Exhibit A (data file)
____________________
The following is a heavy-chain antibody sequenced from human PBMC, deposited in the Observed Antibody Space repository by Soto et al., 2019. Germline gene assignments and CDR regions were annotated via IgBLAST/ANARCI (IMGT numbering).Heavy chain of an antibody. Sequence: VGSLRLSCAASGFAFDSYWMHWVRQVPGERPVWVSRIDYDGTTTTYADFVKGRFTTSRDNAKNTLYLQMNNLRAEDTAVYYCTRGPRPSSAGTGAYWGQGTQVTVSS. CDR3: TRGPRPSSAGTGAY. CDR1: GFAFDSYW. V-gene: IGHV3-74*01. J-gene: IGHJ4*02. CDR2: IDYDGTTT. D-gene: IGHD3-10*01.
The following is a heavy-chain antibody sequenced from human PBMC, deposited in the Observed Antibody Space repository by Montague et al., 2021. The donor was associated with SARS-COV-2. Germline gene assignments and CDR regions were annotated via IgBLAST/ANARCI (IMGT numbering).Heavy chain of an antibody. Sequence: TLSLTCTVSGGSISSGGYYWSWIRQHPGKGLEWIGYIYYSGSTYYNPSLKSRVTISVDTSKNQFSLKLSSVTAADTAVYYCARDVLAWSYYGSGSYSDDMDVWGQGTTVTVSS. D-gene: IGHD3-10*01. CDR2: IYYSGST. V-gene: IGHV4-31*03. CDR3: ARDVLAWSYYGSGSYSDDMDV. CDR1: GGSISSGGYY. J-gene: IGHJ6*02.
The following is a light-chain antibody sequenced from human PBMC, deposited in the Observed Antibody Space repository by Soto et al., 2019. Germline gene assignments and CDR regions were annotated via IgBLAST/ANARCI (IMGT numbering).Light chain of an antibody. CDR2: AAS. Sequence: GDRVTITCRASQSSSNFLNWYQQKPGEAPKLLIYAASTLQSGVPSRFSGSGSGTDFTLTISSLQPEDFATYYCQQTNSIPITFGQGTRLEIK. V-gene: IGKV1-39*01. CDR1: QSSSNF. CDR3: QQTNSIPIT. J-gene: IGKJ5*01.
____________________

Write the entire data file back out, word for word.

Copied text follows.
The following is a heavy-chain antibody sequenced from human PBMC, deposited in the Observed Antibody Space repository by Soto et al., 2019. Germline gene assignments and CDR regions were annotated via IgBLAST/ANARCI (IMGT numbering).Heavy chain of an antibody. Sequence: VGSLRLSCAASGFAFDSYWMHWVRQVPGERPVWVSRIDYDGTTTTYADFVKGRFTTSRDNAKNTLYLQMNNLRAEDTAVYYCTRGPRPSSAGTGAYWGQGTQVTVSS. CDR3: TRGPRPSSAGTGAY. CDR1: GFAFDSYW. V-gene: IGHV3-74*01. J-gene: IGHJ4*02. CDR2: IDYDGTTT. D-gene: IGHD3-10*01.
The following is a heavy-chain antibody sequenced from human PBMC, deposited in the Observed Antibody Space repository by Montague et al., 2021. The donor was associated with SARS-COV-2. Germline gene assignments and CDR regions were annotated via IgBLAST/ANARCI (IMGT numbering).Heavy chain of an antibody. Sequence: TLSLTCTVSGGSISSGGYYWSWIRQHPGKGLEWIGYIYYSGSTYYNPSLKSRVTISVDTSKNQFSLKLSSVTAADTAVYYCARDVLAWSYYGSGSYSDDMDVWGQGTTVTVSS. D-gene: IGHD3-10*01. CDR2: IYYSGST. V-gene: IGHV4-31*03. CDR3: ARDVLAWSYYGSGSYSDDMDV. CDR1: GGSISSGGYY. J-gene: IGHJ6*02.
The following is a light-chain antibody sequenced from human PBMC, deposited in the Observed Antibody Space repository by Soto et al., 2019. Germline gene assignments and CDR regions were annotated via IgBLAST/ANARCI (IMGT numbering).Light chain of an antibody. CDR2: AAS. Sequence: GDRVTITCRASQSSSNFLNWYQQKPGEAPKLLIYAASTLQSGVPSRFSGSGSGTDFTLTISSLQPEDFATYYCQQTNSIPITFGQGTRLEIK. V-gene: IGKV1-39*01. CDR1: QSSSNF. CDR3: QQTNSIPIT. J-gene: IGKJ5*01.